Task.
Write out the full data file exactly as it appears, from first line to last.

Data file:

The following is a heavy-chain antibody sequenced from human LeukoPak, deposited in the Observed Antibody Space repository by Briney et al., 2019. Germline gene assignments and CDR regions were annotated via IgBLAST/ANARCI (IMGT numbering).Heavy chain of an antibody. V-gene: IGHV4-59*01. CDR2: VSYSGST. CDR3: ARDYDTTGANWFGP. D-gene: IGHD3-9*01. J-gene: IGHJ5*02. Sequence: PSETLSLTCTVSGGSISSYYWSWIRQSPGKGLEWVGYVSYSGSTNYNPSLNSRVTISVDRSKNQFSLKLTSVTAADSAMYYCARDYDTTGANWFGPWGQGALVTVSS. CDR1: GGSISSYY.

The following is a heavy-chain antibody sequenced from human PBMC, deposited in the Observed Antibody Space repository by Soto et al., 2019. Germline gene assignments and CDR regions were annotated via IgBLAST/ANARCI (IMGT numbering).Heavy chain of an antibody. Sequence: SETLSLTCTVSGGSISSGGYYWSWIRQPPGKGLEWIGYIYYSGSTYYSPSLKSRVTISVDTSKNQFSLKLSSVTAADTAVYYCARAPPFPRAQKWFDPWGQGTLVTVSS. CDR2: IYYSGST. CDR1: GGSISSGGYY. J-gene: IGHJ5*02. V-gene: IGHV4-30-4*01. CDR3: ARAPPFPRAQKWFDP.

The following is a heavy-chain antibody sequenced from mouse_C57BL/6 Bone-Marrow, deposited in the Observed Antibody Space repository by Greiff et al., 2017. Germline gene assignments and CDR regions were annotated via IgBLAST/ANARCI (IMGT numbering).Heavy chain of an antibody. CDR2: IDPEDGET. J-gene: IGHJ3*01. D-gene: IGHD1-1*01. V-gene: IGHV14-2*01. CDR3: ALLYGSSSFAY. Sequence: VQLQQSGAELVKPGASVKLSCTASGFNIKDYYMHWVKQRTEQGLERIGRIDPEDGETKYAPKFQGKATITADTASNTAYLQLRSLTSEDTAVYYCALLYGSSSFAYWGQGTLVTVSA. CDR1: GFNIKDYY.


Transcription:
The following is a heavy-chain antibody sequenced from human LeukoPak, deposited in the Observed Antibody Space repository by Briney et al., 2019. Germline gene assignments and CDR regions were annotated via IgBLAST/ANARCI (IMGT numbering).Heavy chain of an antibody. V-gene: IGHV4-59*01. CDR2: VSYSGST. CDR3: ARDYDTTGANWFGP. D-gene: IGHD3-9*01. J-gene: IGHJ5*02. Sequence: PSETLSLTCTVSGGSISSYYWSWIRQSPGKGLEWVGYVSYSGSTNYNPSLNSRVTISVDRSKNQFSLKLTSVTAADSAMYYCARDYDTTGANWFGPWGQGALVTVSS. CDR1: GGSISSYY.

The following is a heavy-chain antibody sequenced from human PBMC, deposited in the Observed Antibody Space repository by Soto et al., 2019. Germline gene assignments and CDR regions were annotated via IgBLAST/ANARCI (IMGT numbering).Heavy chain of an antibody. Sequence: SETLSLTCTVSGGSISSGGYYWSWIRQPPGKGLEWIGYIYYSGSTYYSPSLKSRVTISVDTSKNQFSLKLSSVTAADTAVYYCARAPPFPRAQKWFDPWGQGTLVTVSS. CDR2: IYYSGST. CDR1: GGSISSGGYY. J-gene: IGHJ5*02. V-gene: IGHV4-30-4*01. CDR3: ARAPPFPRAQKWFDP.

The following is a heavy-chain antibody sequenced from mouse_C57BL/6 Bone-Marrow, deposited in the Observed Antibody Space repository by Greiff et al., 2017. Germline gene assignments and CDR regions were annotated via IgBLAST/ANARCI (IMGT numbering).Heavy chain of an antibody. CDR2: IDPEDGET. J-gene: IGHJ3*01. D-gene: IGHD1-1*01. V-gene: IGHV14-2*01. CDR3: ALLYGSSSFAY. Sequence: VQLQQSGAELVKPGASVKLSCTASGFNIKDYYMHWVKQRTEQGLERIGRIDPEDGETKYAPKFQGKATITADTASNTAYLQLRSLTSEDTAVYYCALLYGSSSFAYWGQGTLVTVSA. CDR1: GFNIKDYY.